Does the business own its crown jewels?

All businesses have assets that are critical to value. Depending on the nature of the business it could be Intellectual Property (IP), a domain name, customer contracts, key supplier contracts, service contracts, distribution rights, physical assets, land. Whatever it is, you need certainty that the entity that owns the ‘business’ has properly documented ownership or other appropriate contractual rights to those assets.

IP is one category of asset that needs some extra thought and caution. It’s worth checking that all the arrangements with your various service providers actually grant you the IP rights you need. Often services from consultants, agencies, software developers or engineers, content creators and the like may be on their standard contracts. Without the right review, these contracts may not provide the rights you think you’re buying. If there is an IP ownership or licensing gap for key content or systems, it’s worth addressing that well before you enter Deal mode.

Where are my contracts?

It’s still surprising to me that even large, sophisticated organisations often don’t manage and organise their digital environment and information systems with the rigour they apply to other parts of their business. For example, finding the final versions of contracts signed by all parties is the first step to understanding rights and obligations. Without that starting point the rest becomes harder, more time consuming, costly, and uncertain.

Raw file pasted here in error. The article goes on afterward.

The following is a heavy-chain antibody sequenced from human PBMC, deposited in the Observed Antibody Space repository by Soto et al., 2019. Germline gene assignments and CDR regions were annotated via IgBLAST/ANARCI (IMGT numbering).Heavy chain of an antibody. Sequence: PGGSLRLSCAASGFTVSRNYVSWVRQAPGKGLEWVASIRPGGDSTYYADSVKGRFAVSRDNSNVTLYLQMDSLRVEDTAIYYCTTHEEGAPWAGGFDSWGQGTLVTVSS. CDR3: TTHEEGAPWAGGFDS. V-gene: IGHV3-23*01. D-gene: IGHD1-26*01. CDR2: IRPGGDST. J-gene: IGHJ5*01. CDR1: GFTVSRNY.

You may not need dedicated document management software to get the basics right. Simple, well-understood, consistently implemented procedures governing how documents are named, where they are stored and who is responsible for them will get you most of the benefit. If you start early, you’ll build a consistent culture that is easier to maintain. The longer you wait, the more the sea of disorganised information grows until it becomes unmanageable. This is not just important when a Deal comes along but is also critical to understanding the rights and obligations of your business, keeping an eye on key dates, and giving you a solid basis to efficiently manage your contracts.

Start building the right team

Here’s another sporting analogy for you. You wouldn’t want to meet your teammates just before kick-off. The best teams are a collection of players that trust each other, communicate easily, know their position, and know what their teammates expect of them.

In the same way, start building a good rapport with the lawyers, accountants, corporate finance advisors (or bankers) that you’re going to have with you in the Deal. The more they know about you, your goals, and your business, the more seamless the process and the better the prospects of a successful Deal.

Watch the trailer before you see the movie.

If you’ve got your team sorted, ask them about what you should expect when a Deal rolls around. For example, you might ask:

· What does a timetable look like for different types of Deals?

· What does a diligence request list look like?

· How do you set up and run a data room?

· What sort of resources (internal and external) will you need?

· How much of your time will you need to dedicate?

· How do you manage confidentiality within your employees, customers, and suppliers?

· Are there other preparations unique to your business that you should start now?

Having that frame of reference will be a useful backdrop as you get on with growing your business in the meantime.

Start now and develop a base level of Deal fitness

You don’t want to become so focused on a future Deal that you take your eyes off the road. Running and growing your business comes first, but like all good entrepreneurs you know how to multi-task. Addressing the basics now will help you develop a base level of Deal fitness that could well make the difference when the starting gun goes on your Deal.